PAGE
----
Successful diplomacy comes after precise strategies. Without proper strategies, any action in politics is a wild goose chase. Implementing strategies could change into tactics. In another word, in different cases, strategies and tactics could be substituted; nonetheless, tactical level for state A can be on strategic level for state B and vice versa.

2.5.1. Active Participation in Human Rights Norm Setter Institutions

Organizations and institutions are an important part of diplomatic processes; they are in fact, the production of diplomacy and diplomacy performs on their context as well. In another word, organizations and institutions were born by diplomacy and diplomacy was born in them. Countries come together in organizations to negotiate and reach out their national interests. Yet, nowadays there are more functions to consider for countries and organizations. Nowadays, the rules, conventions and regimes that legislated in international organizations are shaping the world of future. For example, in the field of human rights, the burden of International cooperation, capacity building and technical assistance have been led on high commissioner of human rights; in the area of monitoring and enforcement, Human Rights Council is at the helm. Especially, through Universal Periodic Review invitation, has strengthen its position more. Generally, beside international organizations, there are many regional organizations in the field of human rights, such as the Asian Human Rights Commission. In addition, there are several organizations, such as the UNESCO, which indirectly influence human rights norms and rules. As a result, countries need to send expert diplomats to take part in the process of normalization.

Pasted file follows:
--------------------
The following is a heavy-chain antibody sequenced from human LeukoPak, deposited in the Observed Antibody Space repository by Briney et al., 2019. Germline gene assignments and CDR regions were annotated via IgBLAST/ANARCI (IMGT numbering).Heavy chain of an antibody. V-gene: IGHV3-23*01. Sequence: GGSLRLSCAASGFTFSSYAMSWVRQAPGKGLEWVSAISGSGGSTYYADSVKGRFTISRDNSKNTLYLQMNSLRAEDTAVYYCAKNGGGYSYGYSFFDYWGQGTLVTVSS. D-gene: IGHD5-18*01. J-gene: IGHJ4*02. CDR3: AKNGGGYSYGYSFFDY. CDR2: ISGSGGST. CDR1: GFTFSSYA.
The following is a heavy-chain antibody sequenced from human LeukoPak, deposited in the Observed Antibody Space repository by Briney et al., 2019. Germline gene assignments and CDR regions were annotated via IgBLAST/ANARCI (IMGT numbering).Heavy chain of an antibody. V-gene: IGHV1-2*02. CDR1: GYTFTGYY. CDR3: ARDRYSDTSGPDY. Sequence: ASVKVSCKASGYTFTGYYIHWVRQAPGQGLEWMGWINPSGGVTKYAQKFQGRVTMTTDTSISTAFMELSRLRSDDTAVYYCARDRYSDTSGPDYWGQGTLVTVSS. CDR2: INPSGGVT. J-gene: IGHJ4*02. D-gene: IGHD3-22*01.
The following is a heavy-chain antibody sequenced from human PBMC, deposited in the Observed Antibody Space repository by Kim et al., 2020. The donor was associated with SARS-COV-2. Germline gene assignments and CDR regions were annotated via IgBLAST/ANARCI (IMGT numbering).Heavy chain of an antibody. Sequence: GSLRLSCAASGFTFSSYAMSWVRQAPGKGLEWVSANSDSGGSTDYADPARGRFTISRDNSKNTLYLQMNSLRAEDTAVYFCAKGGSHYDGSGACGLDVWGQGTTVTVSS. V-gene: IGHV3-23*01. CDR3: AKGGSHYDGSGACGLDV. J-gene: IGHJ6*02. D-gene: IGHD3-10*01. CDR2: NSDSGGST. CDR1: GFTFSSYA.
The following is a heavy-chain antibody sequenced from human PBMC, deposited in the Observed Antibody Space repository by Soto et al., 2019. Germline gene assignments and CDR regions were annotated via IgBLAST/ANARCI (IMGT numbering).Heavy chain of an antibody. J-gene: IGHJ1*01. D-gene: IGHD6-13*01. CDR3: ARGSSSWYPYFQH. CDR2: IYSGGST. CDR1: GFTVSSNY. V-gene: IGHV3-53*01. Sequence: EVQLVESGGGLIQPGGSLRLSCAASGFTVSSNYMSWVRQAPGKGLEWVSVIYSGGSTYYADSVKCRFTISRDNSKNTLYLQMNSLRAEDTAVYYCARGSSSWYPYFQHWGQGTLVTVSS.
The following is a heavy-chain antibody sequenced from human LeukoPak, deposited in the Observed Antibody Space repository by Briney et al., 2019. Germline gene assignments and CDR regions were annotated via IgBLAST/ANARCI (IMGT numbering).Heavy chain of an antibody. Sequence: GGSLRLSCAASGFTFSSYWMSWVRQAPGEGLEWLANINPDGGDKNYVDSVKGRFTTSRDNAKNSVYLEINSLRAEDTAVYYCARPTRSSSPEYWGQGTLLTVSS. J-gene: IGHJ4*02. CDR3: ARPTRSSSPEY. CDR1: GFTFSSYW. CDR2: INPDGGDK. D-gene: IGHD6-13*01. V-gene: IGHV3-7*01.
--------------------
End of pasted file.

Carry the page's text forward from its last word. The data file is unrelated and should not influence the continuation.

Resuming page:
UN human rights organs and treaty bodies placed on top of the significance that no one could neglect it. Regarding the issue of human rights, the treaty bodies of the UN could not be neglected: the UN charter, the universal declaration of human rights 1948[4], the International Convention on the Elimination of All Forms of Racial Discrimination in 1965[5] , the International Covenant on Civil and Political Rights[6] and the International Covenant on Economic, Social and Cultural Rights,[7] both adopted in 1966, the UN Convention on the Rights of the Child 1989[8], the International Convention for the Protection of All Persons from Enforced and Disappearance[9] and the Convention on the Rights of Persons with Disabilities and Optional Protocol (CRPD),[10] both adopted in 2006.According to O’Flaherty (2011: 166-165), “It is suggested that the reporting procedures of the treaty bodies can be understood as tools for human rights diplomacy. The actors certainly are appropriate to the designation: states, treaty bodies and civil society. The activity they engage in—the exchange of views, what the Committee on the Elimination of Discrimination against Women terms, ‘constructive dialogue’ on implementation of treaties has an inherently persuasive and negotiation-related quality.”

2.5.2. The Reinforcement of NGOs’ Role in Human Rights Diplomacy